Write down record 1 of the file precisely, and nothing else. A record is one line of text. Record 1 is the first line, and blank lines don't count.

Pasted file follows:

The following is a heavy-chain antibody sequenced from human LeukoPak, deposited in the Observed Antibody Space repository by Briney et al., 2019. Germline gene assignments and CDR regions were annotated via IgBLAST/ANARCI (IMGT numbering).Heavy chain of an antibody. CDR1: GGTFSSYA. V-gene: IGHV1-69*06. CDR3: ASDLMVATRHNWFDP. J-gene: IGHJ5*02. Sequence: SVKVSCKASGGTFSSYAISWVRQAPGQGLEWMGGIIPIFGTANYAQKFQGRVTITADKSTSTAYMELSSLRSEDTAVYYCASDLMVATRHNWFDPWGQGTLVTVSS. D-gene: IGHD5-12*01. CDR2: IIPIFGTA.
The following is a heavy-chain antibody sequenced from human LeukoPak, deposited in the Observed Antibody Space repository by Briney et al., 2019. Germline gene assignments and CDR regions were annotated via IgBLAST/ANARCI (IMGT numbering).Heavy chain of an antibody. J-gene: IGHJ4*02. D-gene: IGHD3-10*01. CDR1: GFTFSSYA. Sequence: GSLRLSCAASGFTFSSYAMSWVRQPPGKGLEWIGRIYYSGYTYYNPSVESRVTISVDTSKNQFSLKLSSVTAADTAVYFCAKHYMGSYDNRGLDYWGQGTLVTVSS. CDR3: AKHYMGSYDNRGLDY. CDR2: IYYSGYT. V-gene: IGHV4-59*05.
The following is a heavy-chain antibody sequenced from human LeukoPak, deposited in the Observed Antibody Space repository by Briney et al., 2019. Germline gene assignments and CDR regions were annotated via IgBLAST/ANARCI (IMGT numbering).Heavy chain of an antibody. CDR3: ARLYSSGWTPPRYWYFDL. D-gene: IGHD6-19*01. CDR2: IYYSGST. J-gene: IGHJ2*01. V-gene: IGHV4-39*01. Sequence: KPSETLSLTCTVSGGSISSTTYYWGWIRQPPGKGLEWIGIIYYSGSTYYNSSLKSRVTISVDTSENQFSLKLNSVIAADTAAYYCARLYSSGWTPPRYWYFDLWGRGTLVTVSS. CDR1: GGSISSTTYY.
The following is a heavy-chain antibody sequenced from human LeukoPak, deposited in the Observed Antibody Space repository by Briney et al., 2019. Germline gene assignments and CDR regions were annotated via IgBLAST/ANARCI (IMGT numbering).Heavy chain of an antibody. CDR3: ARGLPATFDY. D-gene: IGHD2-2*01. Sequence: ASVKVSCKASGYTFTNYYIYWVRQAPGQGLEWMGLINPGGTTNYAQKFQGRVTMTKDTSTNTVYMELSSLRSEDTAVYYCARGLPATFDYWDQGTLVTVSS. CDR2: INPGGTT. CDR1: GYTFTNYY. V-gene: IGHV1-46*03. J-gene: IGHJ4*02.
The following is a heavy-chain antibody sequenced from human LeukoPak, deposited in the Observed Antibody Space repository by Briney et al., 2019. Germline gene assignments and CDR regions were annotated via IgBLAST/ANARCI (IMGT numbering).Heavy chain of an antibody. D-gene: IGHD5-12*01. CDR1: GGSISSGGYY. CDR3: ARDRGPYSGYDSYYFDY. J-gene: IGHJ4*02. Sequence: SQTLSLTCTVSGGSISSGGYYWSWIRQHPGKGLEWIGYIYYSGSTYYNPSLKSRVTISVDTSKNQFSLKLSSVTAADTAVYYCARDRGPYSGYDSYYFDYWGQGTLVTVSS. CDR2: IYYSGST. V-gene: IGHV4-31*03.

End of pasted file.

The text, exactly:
The following is a heavy-chain antibody sequenced from human LeukoPak, deposited in the Observed Antibody Space repository by Briney et al., 2019. Germline gene assignments and CDR regions were annotated via IgBLAST/ANARCI (IMGT numbering).Heavy chain of an antibody. CDR1: GGTFSSYA. V-gene: IGHV1-69*06. CDR3: ASDLMVATRHNWFDP. J-gene: IGHJ5*02. Sequence: SVKVSCKASGGTFSSYAISWVRQAPGQGLEWMGGIIPIFGTANYAQKFQGRVTITADKSTSTAYMELSSLRSEDTAVYYCASDLMVATRHNWFDPWGQGTLVTVSS. D-gene: IGHD5-12*01. CDR2: IIPIFGTA.